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This Ferrari F430 Is a Toyota MR2 Coupe in Disguise, but It Didn’t Fool the Police

Not all that glitters is gold, and not every Ferrari-badged red car is a Prancing Horse, regardless of how convincing a fake might be. Like this Ferrari F430.
Ferrari F430 is actually a Toyota MR2 Coupe in disguise 12 photos
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Ferrari fakes or replicas (if you’re feeling a bit more generous towards whoever is building them) are not as rare as you’d imagine. Because Ferrari ownership implies a certain social and financial status, it is usually an aspirational vehicle – one that many home builders will try to replicate. Call it a sort of Ferrari manifesting, if you’re still in that generous mood: faking Ferrari ownership until the real thing happens.

Usually, Ferrari fakes get builders in trouble with the Maranello brass. Ferrari has a reputation as the one carmaker that will sue for the silliest reason, including longtime clients. It goes without saying that fakes are at the top of the list at all times.

For once, it’s not Ferrari who’s getting a builder in trouble, but the police. Last week, the Guardia di Finanza (Finance Police) in Asti, Italy announced the completion of Operazione Cavallino – Operation Little Horse, not an incredibly inspired name, but an accurate one. It resulted in the arrest of a 26-year-old man, the owner and driver of a red car that resembled a Ferrari F430 but was in reality a convincing fake based on a Toyota MR2 Coupe.

According to Italian media, the fake F430 featured real Ferrari badging and even legit manufacturing parts, so whoever worked on it clearly invested a lot of effort and money into making it convincing. Original parts included the wheel arches, rims, brake calipers, front and rear hood, and of course, the Ferrari and Pininfarina logos and badges both on the interior and outside.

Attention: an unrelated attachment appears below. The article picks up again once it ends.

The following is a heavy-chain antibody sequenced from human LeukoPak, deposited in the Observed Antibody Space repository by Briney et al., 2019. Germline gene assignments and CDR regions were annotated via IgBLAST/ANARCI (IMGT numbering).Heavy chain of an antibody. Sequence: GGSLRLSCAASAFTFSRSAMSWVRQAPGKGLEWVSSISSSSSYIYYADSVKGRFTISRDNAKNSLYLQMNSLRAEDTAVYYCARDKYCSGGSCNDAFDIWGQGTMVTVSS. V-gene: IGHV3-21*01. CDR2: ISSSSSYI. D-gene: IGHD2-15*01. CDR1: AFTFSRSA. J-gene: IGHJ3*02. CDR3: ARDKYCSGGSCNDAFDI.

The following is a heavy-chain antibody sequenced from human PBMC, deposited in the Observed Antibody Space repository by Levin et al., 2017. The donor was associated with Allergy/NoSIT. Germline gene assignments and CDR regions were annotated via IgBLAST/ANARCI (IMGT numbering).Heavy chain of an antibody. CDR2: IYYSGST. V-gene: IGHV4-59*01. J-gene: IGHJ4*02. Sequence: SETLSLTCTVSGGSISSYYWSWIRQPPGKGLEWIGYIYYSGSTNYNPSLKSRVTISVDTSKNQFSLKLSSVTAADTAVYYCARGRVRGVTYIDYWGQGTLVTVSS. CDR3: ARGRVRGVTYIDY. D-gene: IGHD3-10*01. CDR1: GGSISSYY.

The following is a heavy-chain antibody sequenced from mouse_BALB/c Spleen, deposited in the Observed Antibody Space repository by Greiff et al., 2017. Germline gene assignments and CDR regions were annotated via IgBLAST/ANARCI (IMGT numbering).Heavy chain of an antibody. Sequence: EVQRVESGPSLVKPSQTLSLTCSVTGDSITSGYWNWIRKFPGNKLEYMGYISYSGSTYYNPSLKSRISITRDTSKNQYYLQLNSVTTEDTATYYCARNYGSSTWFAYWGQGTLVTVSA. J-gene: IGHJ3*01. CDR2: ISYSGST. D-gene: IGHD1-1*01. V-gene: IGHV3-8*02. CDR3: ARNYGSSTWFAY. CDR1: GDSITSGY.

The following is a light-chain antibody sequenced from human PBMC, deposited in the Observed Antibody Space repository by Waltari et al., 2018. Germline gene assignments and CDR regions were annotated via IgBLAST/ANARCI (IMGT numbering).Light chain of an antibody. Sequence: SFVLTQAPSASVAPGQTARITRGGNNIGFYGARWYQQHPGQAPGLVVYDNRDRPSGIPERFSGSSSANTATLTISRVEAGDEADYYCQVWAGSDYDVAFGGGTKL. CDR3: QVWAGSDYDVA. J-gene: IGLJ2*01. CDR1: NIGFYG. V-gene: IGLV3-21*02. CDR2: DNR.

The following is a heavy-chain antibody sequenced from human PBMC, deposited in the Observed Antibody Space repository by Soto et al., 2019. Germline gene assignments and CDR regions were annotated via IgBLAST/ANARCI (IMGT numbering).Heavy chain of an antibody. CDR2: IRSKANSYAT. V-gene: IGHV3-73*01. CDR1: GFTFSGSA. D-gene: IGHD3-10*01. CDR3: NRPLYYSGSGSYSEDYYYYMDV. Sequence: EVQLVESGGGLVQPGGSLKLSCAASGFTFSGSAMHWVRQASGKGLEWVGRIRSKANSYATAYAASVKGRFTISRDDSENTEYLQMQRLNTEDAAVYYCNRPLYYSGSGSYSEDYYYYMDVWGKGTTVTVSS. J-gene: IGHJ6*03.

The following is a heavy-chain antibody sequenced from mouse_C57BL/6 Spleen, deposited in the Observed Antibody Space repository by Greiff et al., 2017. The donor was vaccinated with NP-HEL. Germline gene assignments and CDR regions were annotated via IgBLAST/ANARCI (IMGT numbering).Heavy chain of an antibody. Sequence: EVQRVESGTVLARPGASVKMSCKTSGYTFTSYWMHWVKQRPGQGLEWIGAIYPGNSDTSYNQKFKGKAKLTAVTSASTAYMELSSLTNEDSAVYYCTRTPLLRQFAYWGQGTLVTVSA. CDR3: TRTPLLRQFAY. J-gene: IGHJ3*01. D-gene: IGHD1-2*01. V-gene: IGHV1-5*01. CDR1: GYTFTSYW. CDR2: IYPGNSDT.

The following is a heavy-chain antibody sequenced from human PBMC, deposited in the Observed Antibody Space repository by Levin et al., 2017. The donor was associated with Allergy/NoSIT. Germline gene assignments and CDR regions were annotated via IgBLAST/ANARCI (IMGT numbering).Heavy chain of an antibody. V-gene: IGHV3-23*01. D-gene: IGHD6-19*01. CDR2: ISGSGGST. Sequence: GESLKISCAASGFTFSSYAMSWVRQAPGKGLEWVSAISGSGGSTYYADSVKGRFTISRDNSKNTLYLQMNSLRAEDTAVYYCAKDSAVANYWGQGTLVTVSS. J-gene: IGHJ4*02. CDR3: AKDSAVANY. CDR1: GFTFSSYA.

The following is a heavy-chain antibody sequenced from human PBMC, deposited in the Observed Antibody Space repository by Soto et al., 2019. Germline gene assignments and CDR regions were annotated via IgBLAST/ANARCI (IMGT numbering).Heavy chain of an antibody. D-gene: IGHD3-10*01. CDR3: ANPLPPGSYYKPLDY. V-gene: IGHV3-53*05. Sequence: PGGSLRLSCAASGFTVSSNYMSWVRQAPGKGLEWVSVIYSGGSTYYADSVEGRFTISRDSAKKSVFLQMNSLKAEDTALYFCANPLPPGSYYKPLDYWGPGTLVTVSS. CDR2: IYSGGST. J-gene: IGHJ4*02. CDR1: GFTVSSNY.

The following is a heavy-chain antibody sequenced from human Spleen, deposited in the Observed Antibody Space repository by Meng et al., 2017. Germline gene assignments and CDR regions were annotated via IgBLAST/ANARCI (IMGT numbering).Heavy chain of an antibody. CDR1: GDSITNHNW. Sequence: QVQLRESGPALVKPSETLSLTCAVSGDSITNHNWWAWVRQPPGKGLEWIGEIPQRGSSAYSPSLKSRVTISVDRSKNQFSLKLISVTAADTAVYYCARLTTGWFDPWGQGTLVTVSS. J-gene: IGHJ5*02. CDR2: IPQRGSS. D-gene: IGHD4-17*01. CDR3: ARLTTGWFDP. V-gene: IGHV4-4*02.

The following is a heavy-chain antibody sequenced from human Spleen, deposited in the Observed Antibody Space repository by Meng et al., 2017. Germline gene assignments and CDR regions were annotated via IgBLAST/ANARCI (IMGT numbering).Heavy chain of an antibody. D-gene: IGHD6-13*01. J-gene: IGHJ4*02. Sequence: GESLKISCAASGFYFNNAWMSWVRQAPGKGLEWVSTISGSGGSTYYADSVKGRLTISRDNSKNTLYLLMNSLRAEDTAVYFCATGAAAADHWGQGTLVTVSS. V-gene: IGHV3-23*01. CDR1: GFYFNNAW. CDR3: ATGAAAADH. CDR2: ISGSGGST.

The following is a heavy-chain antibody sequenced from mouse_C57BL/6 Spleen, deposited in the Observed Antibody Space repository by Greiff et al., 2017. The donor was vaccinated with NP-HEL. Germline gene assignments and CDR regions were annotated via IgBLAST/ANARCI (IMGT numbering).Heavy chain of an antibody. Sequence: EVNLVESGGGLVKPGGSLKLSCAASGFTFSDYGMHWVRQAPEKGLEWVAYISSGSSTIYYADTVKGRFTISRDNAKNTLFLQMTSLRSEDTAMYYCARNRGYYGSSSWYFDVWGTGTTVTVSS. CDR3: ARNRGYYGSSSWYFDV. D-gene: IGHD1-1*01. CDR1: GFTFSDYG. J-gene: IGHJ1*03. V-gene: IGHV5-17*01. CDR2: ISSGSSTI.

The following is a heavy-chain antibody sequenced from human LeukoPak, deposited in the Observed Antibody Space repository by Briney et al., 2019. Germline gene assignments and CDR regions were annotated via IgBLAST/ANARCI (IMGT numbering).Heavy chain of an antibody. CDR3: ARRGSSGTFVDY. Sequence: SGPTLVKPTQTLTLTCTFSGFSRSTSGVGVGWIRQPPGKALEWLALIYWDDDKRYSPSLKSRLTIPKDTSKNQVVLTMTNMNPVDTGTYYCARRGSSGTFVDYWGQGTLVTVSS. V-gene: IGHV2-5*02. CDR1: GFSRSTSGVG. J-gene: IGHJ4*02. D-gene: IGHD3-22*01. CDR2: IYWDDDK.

No details on the origin of the fake are offered, but conflicting reports say that either the 26-year-old built it himself or he bought it from the previous owner, who had obscured the Ferrari badging. Whether the dude did it because he was trying to sell it off and make a profit, or just to show off is also unknown. A Ferrari F430, which was in production between 2004 and 2009, can fetch as much as €200,000, so about $207,000 at the current exchange rate.

That said, faking a Ferrari is a crime, so the man was charged with using trademarked elements without authorization. On social media, he’s emerged as some kind of unsung hero, who, while still in the wrong for doing something illegal, should at least get some recognition – if not a job with Ferrari – for how convincing the fake F430 came out.



 
 
 
 
 

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